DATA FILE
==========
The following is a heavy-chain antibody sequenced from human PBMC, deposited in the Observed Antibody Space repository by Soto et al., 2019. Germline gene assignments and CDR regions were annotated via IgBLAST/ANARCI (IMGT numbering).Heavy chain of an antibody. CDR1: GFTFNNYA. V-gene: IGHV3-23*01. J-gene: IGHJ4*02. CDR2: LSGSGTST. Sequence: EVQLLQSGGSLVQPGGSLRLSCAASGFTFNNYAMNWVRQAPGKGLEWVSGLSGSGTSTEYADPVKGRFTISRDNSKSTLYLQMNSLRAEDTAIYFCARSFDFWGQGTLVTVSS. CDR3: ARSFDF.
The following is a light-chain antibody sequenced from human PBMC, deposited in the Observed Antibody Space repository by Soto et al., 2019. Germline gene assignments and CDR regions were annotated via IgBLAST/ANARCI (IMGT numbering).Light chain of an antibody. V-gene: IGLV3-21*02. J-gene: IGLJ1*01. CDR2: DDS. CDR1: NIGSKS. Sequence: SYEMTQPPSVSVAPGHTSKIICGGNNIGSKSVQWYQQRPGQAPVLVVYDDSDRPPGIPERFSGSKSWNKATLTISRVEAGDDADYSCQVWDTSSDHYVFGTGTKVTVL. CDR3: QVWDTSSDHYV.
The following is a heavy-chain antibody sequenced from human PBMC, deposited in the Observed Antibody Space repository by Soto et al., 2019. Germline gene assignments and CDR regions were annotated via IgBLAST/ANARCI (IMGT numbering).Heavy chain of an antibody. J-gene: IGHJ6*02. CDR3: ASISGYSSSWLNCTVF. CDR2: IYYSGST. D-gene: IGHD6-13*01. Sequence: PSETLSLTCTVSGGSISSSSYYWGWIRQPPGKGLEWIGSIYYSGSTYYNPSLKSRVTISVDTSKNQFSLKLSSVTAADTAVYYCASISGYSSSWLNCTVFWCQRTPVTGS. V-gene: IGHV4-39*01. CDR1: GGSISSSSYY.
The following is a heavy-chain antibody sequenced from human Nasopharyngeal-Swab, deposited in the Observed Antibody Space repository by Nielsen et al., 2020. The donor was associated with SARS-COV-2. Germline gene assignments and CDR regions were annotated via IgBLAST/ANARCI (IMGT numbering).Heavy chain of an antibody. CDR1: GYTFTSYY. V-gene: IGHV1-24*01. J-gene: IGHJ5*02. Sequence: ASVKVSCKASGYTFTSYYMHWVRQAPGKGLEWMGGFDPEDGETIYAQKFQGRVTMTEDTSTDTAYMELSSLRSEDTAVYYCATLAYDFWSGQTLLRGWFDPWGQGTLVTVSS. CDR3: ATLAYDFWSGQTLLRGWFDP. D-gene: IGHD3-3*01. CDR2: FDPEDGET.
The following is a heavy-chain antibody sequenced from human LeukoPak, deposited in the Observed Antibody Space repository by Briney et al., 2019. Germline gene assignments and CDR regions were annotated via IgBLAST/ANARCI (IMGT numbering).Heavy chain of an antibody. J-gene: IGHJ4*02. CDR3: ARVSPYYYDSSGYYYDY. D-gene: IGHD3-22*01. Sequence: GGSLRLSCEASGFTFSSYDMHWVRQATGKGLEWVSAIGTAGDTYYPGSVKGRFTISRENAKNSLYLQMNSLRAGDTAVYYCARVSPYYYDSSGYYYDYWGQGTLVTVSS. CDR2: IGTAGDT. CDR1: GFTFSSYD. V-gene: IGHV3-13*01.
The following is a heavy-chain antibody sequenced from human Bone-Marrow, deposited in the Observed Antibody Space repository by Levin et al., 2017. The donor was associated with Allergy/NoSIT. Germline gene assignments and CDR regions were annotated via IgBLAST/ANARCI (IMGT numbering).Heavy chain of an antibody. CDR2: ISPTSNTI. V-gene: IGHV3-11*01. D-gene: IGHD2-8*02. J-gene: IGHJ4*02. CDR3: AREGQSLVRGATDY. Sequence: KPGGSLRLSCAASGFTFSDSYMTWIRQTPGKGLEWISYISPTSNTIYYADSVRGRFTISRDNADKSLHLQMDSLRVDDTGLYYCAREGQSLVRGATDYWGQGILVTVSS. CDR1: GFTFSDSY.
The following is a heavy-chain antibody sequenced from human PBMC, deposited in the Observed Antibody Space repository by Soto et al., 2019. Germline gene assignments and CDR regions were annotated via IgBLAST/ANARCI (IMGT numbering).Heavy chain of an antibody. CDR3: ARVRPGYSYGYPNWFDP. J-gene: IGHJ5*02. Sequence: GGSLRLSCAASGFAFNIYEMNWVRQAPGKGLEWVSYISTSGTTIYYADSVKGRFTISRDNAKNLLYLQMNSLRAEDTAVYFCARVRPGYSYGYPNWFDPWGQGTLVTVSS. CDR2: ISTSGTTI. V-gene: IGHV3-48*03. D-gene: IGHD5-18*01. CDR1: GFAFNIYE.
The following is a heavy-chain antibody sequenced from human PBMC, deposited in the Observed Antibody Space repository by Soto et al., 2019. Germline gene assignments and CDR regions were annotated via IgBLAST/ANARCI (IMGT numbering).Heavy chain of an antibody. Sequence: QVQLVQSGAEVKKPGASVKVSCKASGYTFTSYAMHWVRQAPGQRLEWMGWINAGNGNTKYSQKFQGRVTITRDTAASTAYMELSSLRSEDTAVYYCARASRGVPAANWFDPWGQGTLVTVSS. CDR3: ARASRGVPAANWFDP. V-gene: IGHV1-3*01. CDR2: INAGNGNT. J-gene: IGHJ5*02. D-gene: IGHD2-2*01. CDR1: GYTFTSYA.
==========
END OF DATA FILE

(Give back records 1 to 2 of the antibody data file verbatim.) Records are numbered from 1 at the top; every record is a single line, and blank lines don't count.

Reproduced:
The following is a heavy-chain antibody sequenced from human PBMC, deposited in the Observed Antibody Space repository by Soto et al., 2019. Germline gene assignments and CDR regions were annotated via IgBLAST/ANARCI (IMGT numbering).Heavy chain of an antibody. CDR1: GFTFNNYA. V-gene: IGHV3-23*01. J-gene: IGHJ4*02. CDR2: LSGSGTST. Sequence: EVQLLQSGGSLVQPGGSLRLSCAASGFTFNNYAMNWVRQAPGKGLEWVSGLSGSGTSTEYADPVKGRFTISRDNSKSTLYLQMNSLRAEDTAIYFCARSFDFWGQGTLVTVSS. CDR3: ARSFDF.
The following is a light-chain antibody sequenced from human PBMC, deposited in the Observed Antibody Space repository by Soto et al., 2019. Germline gene assignments and CDR regions were annotated via IgBLAST/ANARCI (IMGT numbering).Light chain of an antibody. V-gene: IGLV3-21*02. J-gene: IGLJ1*01. CDR2: DDS. CDR1: NIGSKS. Sequence: SYEMTQPPSVSVAPGHTSKIICGGNNIGSKSVQWYQQRPGQAPVLVVYDDSDRPPGIPERFSGSKSWNKATLTISRVEAGDDADYSCQVWDTSSDHYVFGTGTKVTVL. CDR3: QVWDTSSDHYV.